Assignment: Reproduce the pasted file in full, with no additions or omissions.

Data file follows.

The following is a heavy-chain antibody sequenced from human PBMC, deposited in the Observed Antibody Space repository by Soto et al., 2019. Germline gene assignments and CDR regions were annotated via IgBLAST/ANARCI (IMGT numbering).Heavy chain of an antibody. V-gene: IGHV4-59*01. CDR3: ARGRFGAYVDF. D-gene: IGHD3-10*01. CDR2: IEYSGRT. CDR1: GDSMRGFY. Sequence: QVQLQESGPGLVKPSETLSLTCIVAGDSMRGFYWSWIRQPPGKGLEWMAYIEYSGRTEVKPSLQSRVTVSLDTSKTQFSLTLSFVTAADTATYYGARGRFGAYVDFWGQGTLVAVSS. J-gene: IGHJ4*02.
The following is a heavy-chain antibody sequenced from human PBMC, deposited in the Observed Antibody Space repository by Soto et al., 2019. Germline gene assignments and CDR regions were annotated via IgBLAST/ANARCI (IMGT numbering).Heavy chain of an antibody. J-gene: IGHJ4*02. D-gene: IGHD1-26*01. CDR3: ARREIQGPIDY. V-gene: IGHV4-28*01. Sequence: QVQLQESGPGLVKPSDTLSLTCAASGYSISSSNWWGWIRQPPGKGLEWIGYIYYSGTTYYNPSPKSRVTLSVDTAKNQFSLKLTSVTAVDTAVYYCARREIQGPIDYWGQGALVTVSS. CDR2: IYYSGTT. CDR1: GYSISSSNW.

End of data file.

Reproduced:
The following is a heavy-chain antibody sequenced from human PBMC, deposited in the Observed Antibody Space repository by Soto et al., 2019. Germline gene assignments and CDR regions were annotated via IgBLAST/ANARCI (IMGT numbering).Heavy chain of an antibody. V-gene: IGHV4-59*01. CDR3: ARGRFGAYVDF. D-gene: IGHD3-10*01. CDR2: IEYSGRT. CDR1: GDSMRGFY. Sequence: QVQLQESGPGLVKPSETLSLTCIVAGDSMRGFYWSWIRQPPGKGLEWMAYIEYSGRTEVKPSLQSRVTVSLDTSKTQFSLTLSFVTAADTATYYGARGRFGAYVDFWGQGTLVAVSS. J-gene: IGHJ4*02.
The following is a heavy-chain antibody sequenced from human PBMC, deposited in the Observed Antibody Space repository by Soto et al., 2019. Germline gene assignments and CDR regions were annotated via IgBLAST/ANARCI (IMGT numbering).Heavy chain of an antibody. J-gene: IGHJ4*02. D-gene: IGHD1-26*01. CDR3: ARREIQGPIDY. V-gene: IGHV4-28*01. Sequence: QVQLQESGPGLVKPSDTLSLTCAASGYSISSSNWWGWIRQPPGKGLEWIGYIYYSGTTYYNPSPKSRVTLSVDTAKNQFSLKLTSVTAVDTAVYYCARREIQGPIDYWGQGALVTVSS. CDR2: IYYSGTT. CDR1: GYSISSSNW.